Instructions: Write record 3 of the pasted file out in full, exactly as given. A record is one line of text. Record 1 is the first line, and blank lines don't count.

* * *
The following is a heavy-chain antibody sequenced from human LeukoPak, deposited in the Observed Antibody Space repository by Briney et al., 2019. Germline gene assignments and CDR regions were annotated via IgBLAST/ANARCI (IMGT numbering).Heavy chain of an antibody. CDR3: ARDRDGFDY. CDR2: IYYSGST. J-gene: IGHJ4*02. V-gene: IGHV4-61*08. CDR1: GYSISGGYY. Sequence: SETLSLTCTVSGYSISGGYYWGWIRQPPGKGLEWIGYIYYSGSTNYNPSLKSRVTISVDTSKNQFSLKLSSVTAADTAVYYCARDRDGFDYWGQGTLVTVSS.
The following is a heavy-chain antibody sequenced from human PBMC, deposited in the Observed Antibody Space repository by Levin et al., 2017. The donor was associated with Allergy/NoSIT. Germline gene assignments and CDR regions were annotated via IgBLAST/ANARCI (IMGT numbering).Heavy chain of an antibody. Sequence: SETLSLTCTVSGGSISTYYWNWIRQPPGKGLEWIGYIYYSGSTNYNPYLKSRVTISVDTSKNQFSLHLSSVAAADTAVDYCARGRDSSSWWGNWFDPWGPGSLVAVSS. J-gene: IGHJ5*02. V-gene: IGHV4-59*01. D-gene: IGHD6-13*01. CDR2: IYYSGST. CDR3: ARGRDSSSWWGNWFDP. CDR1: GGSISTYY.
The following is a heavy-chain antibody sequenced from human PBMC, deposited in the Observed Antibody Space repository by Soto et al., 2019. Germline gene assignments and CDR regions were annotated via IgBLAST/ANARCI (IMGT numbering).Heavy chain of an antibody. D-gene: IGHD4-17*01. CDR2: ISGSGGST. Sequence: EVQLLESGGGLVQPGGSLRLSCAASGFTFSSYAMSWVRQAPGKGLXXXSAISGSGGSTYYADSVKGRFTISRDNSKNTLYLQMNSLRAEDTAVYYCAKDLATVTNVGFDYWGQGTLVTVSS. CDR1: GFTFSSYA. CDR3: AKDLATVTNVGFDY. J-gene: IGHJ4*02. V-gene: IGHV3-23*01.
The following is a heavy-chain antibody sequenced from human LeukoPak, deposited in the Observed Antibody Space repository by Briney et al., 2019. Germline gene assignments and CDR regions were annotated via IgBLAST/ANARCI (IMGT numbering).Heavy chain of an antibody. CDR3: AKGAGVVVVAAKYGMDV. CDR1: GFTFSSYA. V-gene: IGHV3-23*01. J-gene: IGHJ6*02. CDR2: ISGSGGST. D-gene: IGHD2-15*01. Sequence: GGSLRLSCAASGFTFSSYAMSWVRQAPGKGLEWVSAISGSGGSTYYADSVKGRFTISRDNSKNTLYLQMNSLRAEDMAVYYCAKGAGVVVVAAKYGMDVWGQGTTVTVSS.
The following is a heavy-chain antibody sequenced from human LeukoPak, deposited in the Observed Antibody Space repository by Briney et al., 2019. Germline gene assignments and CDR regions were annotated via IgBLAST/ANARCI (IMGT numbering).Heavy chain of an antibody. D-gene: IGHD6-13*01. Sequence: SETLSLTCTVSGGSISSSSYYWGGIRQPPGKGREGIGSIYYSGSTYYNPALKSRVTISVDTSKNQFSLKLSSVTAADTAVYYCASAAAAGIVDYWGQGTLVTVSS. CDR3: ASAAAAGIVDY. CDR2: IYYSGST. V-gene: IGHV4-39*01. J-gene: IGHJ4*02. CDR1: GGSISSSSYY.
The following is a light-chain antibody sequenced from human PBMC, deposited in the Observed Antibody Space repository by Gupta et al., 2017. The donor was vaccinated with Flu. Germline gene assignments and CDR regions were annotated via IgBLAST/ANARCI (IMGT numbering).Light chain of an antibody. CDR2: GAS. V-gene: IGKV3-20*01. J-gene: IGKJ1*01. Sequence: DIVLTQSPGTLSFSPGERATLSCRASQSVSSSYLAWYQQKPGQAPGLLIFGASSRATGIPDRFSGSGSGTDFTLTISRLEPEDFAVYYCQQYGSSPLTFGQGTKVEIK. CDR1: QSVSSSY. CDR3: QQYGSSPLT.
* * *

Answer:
The following is a heavy-chain antibody sequenced from human PBMC, deposited in the Observed Antibody Space repository by Soto et al., 2019. Germline gene assignments and CDR regions were annotated via IgBLAST/ANARCI (IMGT numbering).Heavy chain of an antibody. D-gene: IGHD4-17*01. CDR2: ISGSGGST. Sequence: EVQLLESGGGLVQPGGSLRLSCAASGFTFSSYAMSWVRQAPGKGLXXXSAISGSGGSTYYADSVKGRFTISRDNSKNTLYLQMNSLRAEDTAVYYCAKDLATVTNVGFDYWGQGTLVTVSS. CDR1: GFTFSSYA. CDR3: AKDLATVTNVGFDY. J-gene: IGHJ4*02. V-gene: IGHV3-23*01.